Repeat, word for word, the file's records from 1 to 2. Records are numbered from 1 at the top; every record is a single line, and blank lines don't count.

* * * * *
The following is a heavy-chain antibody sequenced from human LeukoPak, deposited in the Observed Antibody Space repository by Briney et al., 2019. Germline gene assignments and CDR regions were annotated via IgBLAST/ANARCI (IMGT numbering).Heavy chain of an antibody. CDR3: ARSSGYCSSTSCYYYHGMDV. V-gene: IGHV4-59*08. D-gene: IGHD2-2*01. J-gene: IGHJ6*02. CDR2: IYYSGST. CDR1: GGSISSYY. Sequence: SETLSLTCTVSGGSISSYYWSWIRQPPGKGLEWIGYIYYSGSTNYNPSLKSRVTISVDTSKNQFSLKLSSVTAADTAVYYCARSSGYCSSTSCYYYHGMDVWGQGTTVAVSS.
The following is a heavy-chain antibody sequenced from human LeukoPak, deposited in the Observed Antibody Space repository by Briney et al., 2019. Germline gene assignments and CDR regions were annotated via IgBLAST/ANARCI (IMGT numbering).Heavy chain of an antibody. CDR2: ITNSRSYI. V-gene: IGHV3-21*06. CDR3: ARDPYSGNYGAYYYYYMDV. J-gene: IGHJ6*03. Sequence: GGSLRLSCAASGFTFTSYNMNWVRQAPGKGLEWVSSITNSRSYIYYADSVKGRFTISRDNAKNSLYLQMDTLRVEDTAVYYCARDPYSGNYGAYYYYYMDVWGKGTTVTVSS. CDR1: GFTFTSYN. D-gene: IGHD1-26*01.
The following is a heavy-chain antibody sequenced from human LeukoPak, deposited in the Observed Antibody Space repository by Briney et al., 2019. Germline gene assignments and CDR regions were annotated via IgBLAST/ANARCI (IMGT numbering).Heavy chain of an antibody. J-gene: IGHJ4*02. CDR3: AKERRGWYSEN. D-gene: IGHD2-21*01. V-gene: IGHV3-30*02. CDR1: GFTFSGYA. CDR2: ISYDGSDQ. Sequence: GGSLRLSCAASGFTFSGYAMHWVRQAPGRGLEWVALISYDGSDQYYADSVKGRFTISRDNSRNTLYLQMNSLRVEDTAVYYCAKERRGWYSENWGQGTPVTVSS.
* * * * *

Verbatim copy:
The following is a heavy-chain antibody sequenced from human LeukoPak, deposited in the Observed Antibody Space repository by Briney et al., 2019. Germline gene assignments and CDR regions were annotated via IgBLAST/ANARCI (IMGT numbering).Heavy chain of an antibody. CDR3: ARSSGYCSSTSCYYYHGMDV. V-gene: IGHV4-59*08. D-gene: IGHD2-2*01. J-gene: IGHJ6*02. CDR2: IYYSGST. CDR1: GGSISSYY. Sequence: SETLSLTCTVSGGSISSYYWSWIRQPPGKGLEWIGYIYYSGSTNYNPSLKSRVTISVDTSKNQFSLKLSSVTAADTAVYYCARSSGYCSSTSCYYYHGMDVWGQGTTVAVSS.
The following is a heavy-chain antibody sequenced from human LeukoPak, deposited in the Observed Antibody Space repository by Briney et al., 2019. Germline gene assignments and CDR regions were annotated via IgBLAST/ANARCI (IMGT numbering).Heavy chain of an antibody. CDR2: ITNSRSYI. V-gene: IGHV3-21*06. CDR3: ARDPYSGNYGAYYYYYMDV. J-gene: IGHJ6*03. Sequence: GGSLRLSCAASGFTFTSYNMNWVRQAPGKGLEWVSSITNSRSYIYYADSVKGRFTISRDNAKNSLYLQMDTLRVEDTAVYYCARDPYSGNYGAYYYYYMDVWGKGTTVTVSS. CDR1: GFTFTSYN. D-gene: IGHD1-26*01.